And that’s the problem. We could have a reasonable discussion if we were coming from a place of honesty. When the Dear Leader regularly lies, and people like Scott Adams say it’s a political tactic, we have no basis upon which to even start. Facts are sacrosanct, just as so many far-right people ironically state on their Twitter profiles. He didn’t have the biggest turnout at his inauguration. He didn’t get Mexico to pay for his wall. America isn’t doing the best at dealing with COVID. Wind turbines don’t cause cancer. He didn’t get Kim Jong Un to do anything. We can debate the finer points of his other policies, but if people can’t even admit to these, they’re being just as dishonest as him.

(I also see this playing out to a lesser extent with Scott Morrison in Australia, who has made no secret of his admiration for the American knob-in-chief).

Thanks for taking the time to respond everyone, but your tactics to win over another supporter in your “culture war” have backfired. And unlike so many of you who still cling to him because he’s “owning lefties”, I take no pleasure whatsoever in pointing that out. The sooner they realise they’re transparently doing the work of our common enemies better than anyone else, the sooner we can begin to rebuild what we’ve all lost. Because being an outspoken friend of America has been hard these last few years.


When services always had RSS

I talked about RSS a lot earlier this year, mostly defending it from the charge that it’s irrelevant, and from weak arguments that it’s only useful for plumbing. But there’s one aspect I missed: it used to be assumed that a site would come with it. Now you have to use third-party tools, or write your own scraper.

Twitter famously offered RSS feeds, both of the firehose and individual accounts. Now no major social network does, and sites like Instagram were launched without it at all. It’s no secret why; owners see it as a form of lock-in, and a way to hoard data to sell to advertisers. Publish RSS feeds, and people could easily switch sites and get valuable analytics for free.

I’ve already debated the corrosive effect advertising and online tracking are having on the web. But even with those aside, the above assumptions about RSS are false. Sufficiently-motivated agencies scrape sites already, and if your service is so good, why are they scared of people leaving? All this does is make the experience for users worse.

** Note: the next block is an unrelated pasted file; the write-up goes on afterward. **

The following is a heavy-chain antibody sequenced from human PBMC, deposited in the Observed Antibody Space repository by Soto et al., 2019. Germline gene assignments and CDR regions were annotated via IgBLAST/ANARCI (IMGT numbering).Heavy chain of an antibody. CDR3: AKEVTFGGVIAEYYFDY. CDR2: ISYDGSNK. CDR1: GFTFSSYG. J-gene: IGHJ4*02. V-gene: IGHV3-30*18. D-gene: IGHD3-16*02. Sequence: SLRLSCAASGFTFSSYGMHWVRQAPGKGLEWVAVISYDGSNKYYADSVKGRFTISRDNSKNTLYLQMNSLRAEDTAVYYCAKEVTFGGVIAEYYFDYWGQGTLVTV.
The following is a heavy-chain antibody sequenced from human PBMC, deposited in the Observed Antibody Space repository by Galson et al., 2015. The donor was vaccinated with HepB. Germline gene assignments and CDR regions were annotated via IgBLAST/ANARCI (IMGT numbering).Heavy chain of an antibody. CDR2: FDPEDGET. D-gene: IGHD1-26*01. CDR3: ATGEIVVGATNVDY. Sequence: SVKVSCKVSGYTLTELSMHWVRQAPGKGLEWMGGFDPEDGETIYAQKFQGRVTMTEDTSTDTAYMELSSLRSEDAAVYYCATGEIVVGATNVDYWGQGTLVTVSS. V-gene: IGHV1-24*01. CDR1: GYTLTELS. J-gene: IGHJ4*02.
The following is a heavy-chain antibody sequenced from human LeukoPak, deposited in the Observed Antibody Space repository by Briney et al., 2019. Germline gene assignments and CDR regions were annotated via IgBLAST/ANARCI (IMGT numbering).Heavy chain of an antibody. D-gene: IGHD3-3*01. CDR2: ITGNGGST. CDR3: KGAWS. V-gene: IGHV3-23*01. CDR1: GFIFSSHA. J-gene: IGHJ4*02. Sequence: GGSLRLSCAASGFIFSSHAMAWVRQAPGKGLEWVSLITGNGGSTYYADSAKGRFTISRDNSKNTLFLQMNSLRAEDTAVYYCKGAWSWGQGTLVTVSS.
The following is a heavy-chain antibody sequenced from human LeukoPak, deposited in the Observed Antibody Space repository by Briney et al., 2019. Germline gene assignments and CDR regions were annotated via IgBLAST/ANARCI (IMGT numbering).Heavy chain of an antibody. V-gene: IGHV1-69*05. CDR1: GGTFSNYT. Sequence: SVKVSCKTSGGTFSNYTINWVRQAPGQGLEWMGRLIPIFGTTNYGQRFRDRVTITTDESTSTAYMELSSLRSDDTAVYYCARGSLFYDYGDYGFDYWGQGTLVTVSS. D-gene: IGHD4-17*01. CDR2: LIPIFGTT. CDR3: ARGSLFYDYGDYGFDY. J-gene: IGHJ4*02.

It’s simplistic, though not far off the mark, to say users of these new RSS-free sites are just product to sell to advertisers. Nobody would use them if their sites weren’t compelling or useful, so site owners need to at least pay lip service to serving their users’ needs. But the temptation is there to think you’re invincible when you get sufficiently large, and to then treat their users with contempt. Getting rid of RSS is just one of a multitude of ways that can can be expressed.

I guess all I’m saying: Wear sunscreen offer RSS feeds!


The US West Coast fires

The fires burning on the US West Coast are terrifying to witness. Our San Franciscan colleagues are sending pictures that look more like the surface of Mars. Elsewhere in California, Oregon, and Washington State, it’s even worse.

Estimates put the total burnt area at 1.8 million hectares so far, which is already almost ten percent of what burned through Australia earlier this year. We used the term “unprecedented” down here a lot; it’s safe to say it applies up there as well.

The conspiracies around it are also playing out in the same, entirely predictable way. People desperate to avoid the direct, irrefutable, and obvious connection to human-induced (or exacerbated, choose your poison) climate change are blaming the fires on anyone from arsonists to protestors, to debunked claims about prescribed burning. They do it because it works, it’s politically expedient, and keeps the plebeians fighting amongst ourselves. Why waste time debating when they’ll chop off their own noses to spite their faces? Because you know who’ll be sitting pretty if stuff gets worse, and who won’t be. Funny how that never gets mentioned by the talking heads who say it’s all a con.

(My favourite theory was the fires were a “False Flag” caused by climate change activists… because clearly dumping hundreds of millions of tonnes of CO₂ into the atmosphere helps with that cause? When you’re that dull selfish and dishonest, I suppose it’s easy to project and think others must be too).

We’re beyond the point of preventing damage, we’re in mitigation mode now. What we do as a species on this planet over the next few years will determine the course of history, and will be the source of judgement in future generations. Fires, disease, cyclones, I can’t help but feel like the planet is telling us to get a flipping clue. Hopefully more do.

If you’re in the US right now, I hope you’re okay. ♡ Our summer was the worst in our history, but we weren’t also dealing with COVID at the same time. I can’t begin to imagine the fear and helplessness, especially with that impeached halfwit in charge.